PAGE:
Many psychotropic drugs, especially antipsychotics, 'slow' down the people that take them and thus could be associated with lowering IQ, yet many people choose to take them and lower their IQ for the utility gained by not hearing demonic voices or being allowed to leave a mental institution.

Comment author: Scott_Aaronson2 15 September 2008 08:31:42PM 3 points [-]

how much money (or other utility-bearing fruit) would you demand (or pay Scott) to take a drug which lowered your IQ by x pts?

Here's the funny thing: given who I am now, I would not pay to have my IQ lowered, and indeed would pay good money to avoid having it lowered, or even to have it raised. But I would also pay to have been, since early childhood, the sort of person who didn't have such an intelligence-centric set of priorities. I'm not transitive in my preferences; I don't want to want what I want.

Comment author: Lara_Foster2 15 September 2008 08:54:11PM 0 points [-]

Interesting, Scott. What priorities do the intelligence-centric type have that make you unhappy? Though I might not necessarily fit into this group, I am confident that I am of above-average intelligence, and I do not believe my litany of worldly woes are attributable to that, so much as to specific personality traits independent of intelligence.

Comment author: Aleksei_Riikonen 15 September 2008 09:26:19PM 2 points [-]

In his comment to Scott Aaronson, Eliezer seems skeptical of extreme intelligence being detrimental to happiness. It is however my understanding that statistics favor Scott's view.

Such statistical data are discussed in this article:

http://www.prometheussociety.org/articles/Outsiders.html

Comment author: Eliezer_Yudkowsky 15 September 2008 09:33:54PM 13 points [-]

Lara: I regularly partake in a drug that lowers my IQ in exchange for other utility... It's called alcohol.

You've just summarized my complete refusal of all alcoholic beverages better than I ever could. I try not to be too annoying about it, but I really do find the stuff quite horrifying.

Scott: Here's the funny thing: given who I am now, I would not pay to have my IQ lowered, and indeed would pay good money to avoid having it lowered, or even to have it raised. But I would also pay to have been, since early childhood, the sort of person who didn't have such an intelligence-centric set of priorities. I'm not transitive in my preferences; I don't want to want what I want.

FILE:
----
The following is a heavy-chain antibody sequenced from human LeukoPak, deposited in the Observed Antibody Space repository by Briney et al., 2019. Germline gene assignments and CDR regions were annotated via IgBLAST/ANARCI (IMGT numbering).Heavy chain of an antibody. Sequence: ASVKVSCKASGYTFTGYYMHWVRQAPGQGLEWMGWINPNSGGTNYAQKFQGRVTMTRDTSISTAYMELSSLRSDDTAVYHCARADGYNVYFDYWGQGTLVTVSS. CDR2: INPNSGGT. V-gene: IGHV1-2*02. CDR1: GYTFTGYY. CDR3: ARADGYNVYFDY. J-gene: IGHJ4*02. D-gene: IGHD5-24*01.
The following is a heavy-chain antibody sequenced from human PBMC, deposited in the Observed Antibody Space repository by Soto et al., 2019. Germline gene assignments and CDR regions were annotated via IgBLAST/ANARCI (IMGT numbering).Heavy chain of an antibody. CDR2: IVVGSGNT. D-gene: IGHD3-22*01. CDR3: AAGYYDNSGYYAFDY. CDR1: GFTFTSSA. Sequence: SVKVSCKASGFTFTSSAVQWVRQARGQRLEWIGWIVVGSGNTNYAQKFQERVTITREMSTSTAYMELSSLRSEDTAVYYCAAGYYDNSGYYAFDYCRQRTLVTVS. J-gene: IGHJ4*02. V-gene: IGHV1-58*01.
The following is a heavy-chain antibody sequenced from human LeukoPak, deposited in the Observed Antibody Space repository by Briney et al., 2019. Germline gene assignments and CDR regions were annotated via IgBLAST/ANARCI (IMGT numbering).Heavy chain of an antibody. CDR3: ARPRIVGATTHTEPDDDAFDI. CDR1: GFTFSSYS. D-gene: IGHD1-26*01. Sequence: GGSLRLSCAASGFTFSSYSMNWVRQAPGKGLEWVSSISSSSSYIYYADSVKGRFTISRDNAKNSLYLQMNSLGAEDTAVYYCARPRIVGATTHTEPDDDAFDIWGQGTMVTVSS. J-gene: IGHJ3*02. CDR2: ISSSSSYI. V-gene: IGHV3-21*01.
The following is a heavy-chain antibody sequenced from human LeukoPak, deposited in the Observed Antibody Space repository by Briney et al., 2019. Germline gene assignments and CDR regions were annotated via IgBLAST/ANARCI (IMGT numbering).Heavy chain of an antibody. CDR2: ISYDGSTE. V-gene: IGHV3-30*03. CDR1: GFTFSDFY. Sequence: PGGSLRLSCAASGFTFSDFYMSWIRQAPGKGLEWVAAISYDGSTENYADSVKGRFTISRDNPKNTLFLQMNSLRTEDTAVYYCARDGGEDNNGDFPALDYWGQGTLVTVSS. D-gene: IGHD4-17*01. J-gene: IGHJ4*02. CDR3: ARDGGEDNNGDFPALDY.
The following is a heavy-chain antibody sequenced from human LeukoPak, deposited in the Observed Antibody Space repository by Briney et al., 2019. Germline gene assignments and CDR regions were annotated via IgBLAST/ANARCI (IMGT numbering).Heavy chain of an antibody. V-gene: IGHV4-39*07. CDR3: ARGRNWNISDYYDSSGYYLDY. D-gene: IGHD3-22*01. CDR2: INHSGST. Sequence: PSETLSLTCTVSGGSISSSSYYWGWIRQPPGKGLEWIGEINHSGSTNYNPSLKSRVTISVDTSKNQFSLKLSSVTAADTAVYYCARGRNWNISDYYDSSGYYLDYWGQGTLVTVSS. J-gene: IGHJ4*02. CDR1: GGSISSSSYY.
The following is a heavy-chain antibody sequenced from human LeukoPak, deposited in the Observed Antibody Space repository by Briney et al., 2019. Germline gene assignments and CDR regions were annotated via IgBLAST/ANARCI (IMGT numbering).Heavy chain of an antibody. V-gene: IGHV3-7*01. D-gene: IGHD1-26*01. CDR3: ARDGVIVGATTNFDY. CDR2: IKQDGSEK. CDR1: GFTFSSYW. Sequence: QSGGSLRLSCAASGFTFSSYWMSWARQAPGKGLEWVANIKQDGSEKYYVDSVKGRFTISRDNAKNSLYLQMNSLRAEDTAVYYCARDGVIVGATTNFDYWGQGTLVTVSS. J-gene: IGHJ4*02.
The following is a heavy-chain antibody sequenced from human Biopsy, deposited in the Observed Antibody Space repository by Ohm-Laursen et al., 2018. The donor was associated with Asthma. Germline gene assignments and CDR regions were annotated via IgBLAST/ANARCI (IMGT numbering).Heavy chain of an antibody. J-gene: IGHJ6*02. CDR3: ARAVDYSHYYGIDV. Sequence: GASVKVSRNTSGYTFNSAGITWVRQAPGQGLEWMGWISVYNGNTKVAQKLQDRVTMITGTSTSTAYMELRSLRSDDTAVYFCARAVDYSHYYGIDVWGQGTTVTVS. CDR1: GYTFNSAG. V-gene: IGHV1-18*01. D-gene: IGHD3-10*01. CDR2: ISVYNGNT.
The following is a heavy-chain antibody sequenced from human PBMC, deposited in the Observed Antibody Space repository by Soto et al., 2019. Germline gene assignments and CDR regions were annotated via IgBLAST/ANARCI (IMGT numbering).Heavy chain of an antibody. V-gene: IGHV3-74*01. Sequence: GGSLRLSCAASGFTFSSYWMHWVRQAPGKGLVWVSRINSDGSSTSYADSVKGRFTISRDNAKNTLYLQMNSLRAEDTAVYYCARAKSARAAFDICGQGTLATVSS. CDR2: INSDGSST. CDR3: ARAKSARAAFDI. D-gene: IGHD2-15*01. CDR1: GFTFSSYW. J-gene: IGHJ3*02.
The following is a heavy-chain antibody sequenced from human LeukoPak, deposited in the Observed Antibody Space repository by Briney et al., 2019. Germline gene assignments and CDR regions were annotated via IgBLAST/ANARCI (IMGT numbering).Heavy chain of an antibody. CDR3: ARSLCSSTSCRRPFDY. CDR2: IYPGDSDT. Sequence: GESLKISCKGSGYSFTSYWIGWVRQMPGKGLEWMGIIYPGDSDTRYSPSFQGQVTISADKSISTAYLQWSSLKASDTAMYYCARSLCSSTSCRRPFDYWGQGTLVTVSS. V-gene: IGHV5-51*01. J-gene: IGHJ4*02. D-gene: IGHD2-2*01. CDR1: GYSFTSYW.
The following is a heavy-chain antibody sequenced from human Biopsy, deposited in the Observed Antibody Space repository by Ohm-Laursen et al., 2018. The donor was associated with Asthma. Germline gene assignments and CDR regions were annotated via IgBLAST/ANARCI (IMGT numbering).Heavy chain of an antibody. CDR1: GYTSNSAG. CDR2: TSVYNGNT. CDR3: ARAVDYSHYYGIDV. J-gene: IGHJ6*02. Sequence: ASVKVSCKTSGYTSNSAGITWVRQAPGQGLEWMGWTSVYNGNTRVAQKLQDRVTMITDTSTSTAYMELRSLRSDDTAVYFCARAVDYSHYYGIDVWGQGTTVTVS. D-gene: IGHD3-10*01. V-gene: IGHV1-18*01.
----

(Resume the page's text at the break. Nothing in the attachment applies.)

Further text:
How much would you pay to retain your present intelligence, but be born into a world where that intelligence was average? I've never regretted being smart, but I sometimes wish I wasn't smarter. I think that's at least 50% of what people who complain about being smart are really complaining about.

But I try not to complain about that either - it seems like whining, considering all the people who would commit murder to swap places with me. We all have our own troubles and they aren't any less troubling just because other people have troubles too. But I wouldn't want to swap places with those people who want to swap places with me. The grass is greener on this side of the fence.

I don't have a problem, my environment has a problem.

Comment author: Scott_Aaronson2 15 September 2008 10:36:24PM 6 points [-]

Lara: As far as I can tell, there are four basic problems.

First, if adults constantly praise and reward you for solving math problems, writing stories, and so on, then you aren't forced to develop interpersonal skills to the same extent most kids are. You have a separate source of self-worth, and it may be too late that you realize that source isn't enough. (Incidentally, the sort of interpersonal skills I'm talking about often get conflated with caring for others' welfare, which then leads to moral condemnation of nerds as egotistical and aloof. But the two qualities seem completely unrelated to me. As often as not, those who are most skilled at convincing others to go along with them also care about others the least.) Of course, the same might in principle be true for any unusual talent, including musical or athletic talent---except that the latter are understood and rewarded by one's peer group in a way that intellectual skills aren't.

Second, math, physics, and so on can simply be fun, independently of whatever self-worth one derives from them. In this they're no different from tennis or basket weaving or any other activity that some people enjoy. The trouble, again, is that while math and physics are reasonably well-rewarded economically, they're not rewarded socially. And therefore, deriving pleasure from them can have the same sorts of social implications as deriving pleasure from heroin.

Third, even if you manage to overcome these handicaps, other people won't know you have, and will be guided by the reigning stereotypes. They might decide before talking to you that you couldn't possibly have anything in common with them. Naturally, this sort of thing can be overcome given enough social skill, but it's another obstacle.